Most historians agree that William Shakespeare - actor, playwright and poet - was a single person, one for whom we have considerable historical records.
(Note that Elizabethan English did not use standardised spelling; although his surname most commonly appears as Shakespeare, Shakespere also recurs frequently, and the name sometimes appears as Shakespear, Shaksper and even Shaxberd.
Shakespeare was born in Stratford-upon-Avon, England, in April 1564, the son of John Shakespeare, a glove-maker, and of Mary Arden. His baptismal record dates to April 26 of that year and (given traditional timings of baptisms) tradition considers April 23 as his birthday. Shakespeare's father, prosperous at the time of William's birth, was prosecuted for participating in the black market in wool, and later lost his position as an alderman. Some evidence exists that both sides of the family had Roman Catholic sympathies.
As the son of a prominent town official, Shakespeare most likely attended the Stratford grammar school, which provided an intensive education in Latin grammar and literature. There is no evidence that his formal education extended beyond this.
Shakespeare married Anne Hathaway, eight years his senior, on November 28, 1582 at Temple Grafton, near Stratford. Two neighbors of Anne, Fulk Sandalls and John Richardson, posted bond that there were no impediments to the marriage. There appears to have been some haste in arranging the ceremony: Anne was three months pregnant. After his marriage, William Shakespeare left few traces in the historical record until he appeared on the London literary scene.
On May 26, 1583 Shakespeare's first child, Susanna, was baptised at Stratford. There soon followed on February 2, 1585 the baptisms of a son, Hamnet, and of a daughter, Judith.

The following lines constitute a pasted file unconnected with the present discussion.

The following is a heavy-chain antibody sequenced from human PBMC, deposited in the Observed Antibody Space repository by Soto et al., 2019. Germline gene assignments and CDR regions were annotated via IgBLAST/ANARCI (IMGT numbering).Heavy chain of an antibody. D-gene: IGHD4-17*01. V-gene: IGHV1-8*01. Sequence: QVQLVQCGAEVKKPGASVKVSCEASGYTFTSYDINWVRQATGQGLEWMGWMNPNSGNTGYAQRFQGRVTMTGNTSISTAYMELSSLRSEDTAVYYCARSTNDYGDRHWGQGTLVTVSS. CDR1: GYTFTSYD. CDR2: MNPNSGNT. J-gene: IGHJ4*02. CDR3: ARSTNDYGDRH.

By 1592 Shakespeare had enough of a reputation for Robert Greene to denounce him as "an upstart Crow, beautified with our feathers, that with his Tygers hart wrapt in a Players hyde, supposes he is as well able to bombast out a blanke verse as the best of you: and beeing an absolute Johannes factotum, is in his owne conceit the onely Shake-scene in a countrey." (The italicised line parodies the phrase, "Oh, tiger's heart wrapped in a woman's hide" which Shakespeare used in Henry VI, part 3.)
In 1596 Hamnet died; he was buried on August 11, 1596. Because of the similarities of their names, some suspect that his death provided the impetus for Shakespeare's The Tragical History of Hamlet, Prince of Denmark.
By 1598 Shakespeare had moved to the parish of St. Helen's, Bishopsgate, and appeared top of a list of actors in Every man in his Humour written by Ben Jonson.
Shakespeare became an actor, writer and ultimately part-owner of an acting company known as The Lord Chamberlain's Men. The company took its name, like others of the period, from its aristocratic sponsor, the Lord Chamberlain. The group became sufficiently popular that after the death of Elizabeth I and the coronation of James I (1603), the new monarch adopted the company and it became known as The King's Men.
Various documents recording legal affairs and commercial transactions show that Shakespeare grew increasingly affluent in his London years. He did well enough to buy a property in Blackfriars, London, and owned the second-largest house in Stratford, New Place.
In 1609 he published his Sonnets, love Poems variously addressed: some to a 'dark lady', and some to a young man (or 'fair lord').
Shakespeare retired in approximately 1611 and died in 1616, on April 23, perhaps part of the reason behind the tradition of his birthday being this same day. He remained married to Anne until his death. His two daughters, Susannah and Judith, survived him. Susannah married Dr John Hall, and later became the subject of a court case.
His tombstone reads, "Blest be the man who cast these stones, and cursed be he that moves my bones." Popular myth claims that unpublished Works by Shakespeare may lie within the bard's tomb, but no-one has ever verified these claims, perhaps for fear of the curse included in the quoted epitaph.